Notably, there are many French street stalls selling crepes. Street stalls sell not only sweet flavored crepes with jams, but also salty flavored crepes, like ham and cheese. The French crepes of street stalls, originated from galette (crepes made with buckwheat) in the Normandy and Bretagne regions, but not all French street stalls sell buckwheat crepes. Rather, crepes characterized with a distinctive regional taste, would generally be served in specialized light snack restaurants.
During Christmas season, a Christmas market (in French, "Marché du Noël"), many street stalls are constructed from wood, built in the central plaza of a town to sell food and small articles (items). These small articles for sale in the street stalls are: Wood carved dolls and Christmas tree ornaments; then there are food street stalls for selling pound cakes with special Christmas decorations, and hot wine.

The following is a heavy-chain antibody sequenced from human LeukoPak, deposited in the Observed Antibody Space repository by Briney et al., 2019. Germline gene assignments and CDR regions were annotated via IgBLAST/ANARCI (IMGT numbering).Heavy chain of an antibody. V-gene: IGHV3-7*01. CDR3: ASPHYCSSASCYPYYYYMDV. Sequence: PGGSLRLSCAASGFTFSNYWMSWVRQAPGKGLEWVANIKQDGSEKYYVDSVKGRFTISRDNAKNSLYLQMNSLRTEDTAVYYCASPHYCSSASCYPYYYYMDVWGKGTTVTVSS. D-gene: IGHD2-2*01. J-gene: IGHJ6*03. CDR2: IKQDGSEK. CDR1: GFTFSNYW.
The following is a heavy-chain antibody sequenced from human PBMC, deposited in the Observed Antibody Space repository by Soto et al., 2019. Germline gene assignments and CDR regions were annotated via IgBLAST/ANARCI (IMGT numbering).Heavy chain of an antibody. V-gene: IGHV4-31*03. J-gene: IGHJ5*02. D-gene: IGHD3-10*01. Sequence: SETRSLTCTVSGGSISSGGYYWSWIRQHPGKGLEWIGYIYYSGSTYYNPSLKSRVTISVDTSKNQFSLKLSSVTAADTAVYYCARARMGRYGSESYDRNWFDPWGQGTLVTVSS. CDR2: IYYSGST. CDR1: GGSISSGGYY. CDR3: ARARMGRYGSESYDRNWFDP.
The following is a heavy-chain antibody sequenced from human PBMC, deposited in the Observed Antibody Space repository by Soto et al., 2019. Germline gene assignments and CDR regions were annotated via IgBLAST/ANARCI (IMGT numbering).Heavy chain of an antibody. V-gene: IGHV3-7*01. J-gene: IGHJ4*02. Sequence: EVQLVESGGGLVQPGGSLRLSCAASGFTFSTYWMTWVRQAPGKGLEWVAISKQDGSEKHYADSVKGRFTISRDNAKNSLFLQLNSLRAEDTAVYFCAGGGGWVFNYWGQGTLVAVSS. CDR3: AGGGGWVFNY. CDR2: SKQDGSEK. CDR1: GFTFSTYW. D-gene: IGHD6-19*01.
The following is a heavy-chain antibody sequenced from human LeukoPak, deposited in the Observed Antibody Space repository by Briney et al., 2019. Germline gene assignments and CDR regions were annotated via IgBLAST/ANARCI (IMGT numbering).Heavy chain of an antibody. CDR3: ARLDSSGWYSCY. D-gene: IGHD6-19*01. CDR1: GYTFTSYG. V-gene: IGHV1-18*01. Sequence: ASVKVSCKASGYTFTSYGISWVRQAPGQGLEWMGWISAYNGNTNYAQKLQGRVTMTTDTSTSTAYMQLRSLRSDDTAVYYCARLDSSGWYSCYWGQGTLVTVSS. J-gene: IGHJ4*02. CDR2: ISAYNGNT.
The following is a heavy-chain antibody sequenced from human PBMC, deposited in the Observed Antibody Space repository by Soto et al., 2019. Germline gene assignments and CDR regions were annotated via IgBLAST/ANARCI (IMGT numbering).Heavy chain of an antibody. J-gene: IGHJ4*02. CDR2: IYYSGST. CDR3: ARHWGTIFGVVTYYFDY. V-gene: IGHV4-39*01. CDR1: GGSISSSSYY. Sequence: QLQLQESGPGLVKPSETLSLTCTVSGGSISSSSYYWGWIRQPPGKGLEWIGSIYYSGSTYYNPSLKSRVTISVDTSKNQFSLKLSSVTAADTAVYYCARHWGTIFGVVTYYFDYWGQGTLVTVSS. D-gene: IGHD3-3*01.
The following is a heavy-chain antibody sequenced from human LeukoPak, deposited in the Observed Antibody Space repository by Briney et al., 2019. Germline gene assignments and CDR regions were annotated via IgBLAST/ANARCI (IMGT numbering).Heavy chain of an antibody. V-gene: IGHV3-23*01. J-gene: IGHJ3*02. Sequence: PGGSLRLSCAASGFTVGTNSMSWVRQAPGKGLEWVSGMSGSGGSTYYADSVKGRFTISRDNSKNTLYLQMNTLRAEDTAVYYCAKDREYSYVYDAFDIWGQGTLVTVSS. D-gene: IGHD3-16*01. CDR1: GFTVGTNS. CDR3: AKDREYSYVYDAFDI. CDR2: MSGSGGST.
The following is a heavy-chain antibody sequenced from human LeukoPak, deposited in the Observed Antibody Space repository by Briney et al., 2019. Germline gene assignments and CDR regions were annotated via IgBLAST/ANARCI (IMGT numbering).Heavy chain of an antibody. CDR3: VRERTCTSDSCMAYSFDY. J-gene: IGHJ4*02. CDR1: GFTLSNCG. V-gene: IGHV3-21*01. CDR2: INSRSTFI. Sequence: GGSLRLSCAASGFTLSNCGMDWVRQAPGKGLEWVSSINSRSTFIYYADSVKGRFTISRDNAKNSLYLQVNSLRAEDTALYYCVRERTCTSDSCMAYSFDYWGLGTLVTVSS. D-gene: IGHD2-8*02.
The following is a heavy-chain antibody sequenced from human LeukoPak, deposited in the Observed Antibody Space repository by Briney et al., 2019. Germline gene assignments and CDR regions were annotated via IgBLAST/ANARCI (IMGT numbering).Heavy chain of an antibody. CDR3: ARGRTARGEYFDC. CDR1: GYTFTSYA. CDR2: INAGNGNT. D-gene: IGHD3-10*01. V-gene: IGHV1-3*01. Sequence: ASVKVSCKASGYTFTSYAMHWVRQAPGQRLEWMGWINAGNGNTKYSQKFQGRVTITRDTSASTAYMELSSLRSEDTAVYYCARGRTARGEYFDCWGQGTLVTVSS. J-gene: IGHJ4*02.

The street stalls of Belgium
Belgian street stalls sell authentic waffles and crepes.
The street stalls of Greece
Greece street stalls sell many types of bread like pretzels.
The street stalls of the Czech Republic
Czech street stalls sell mulled wine.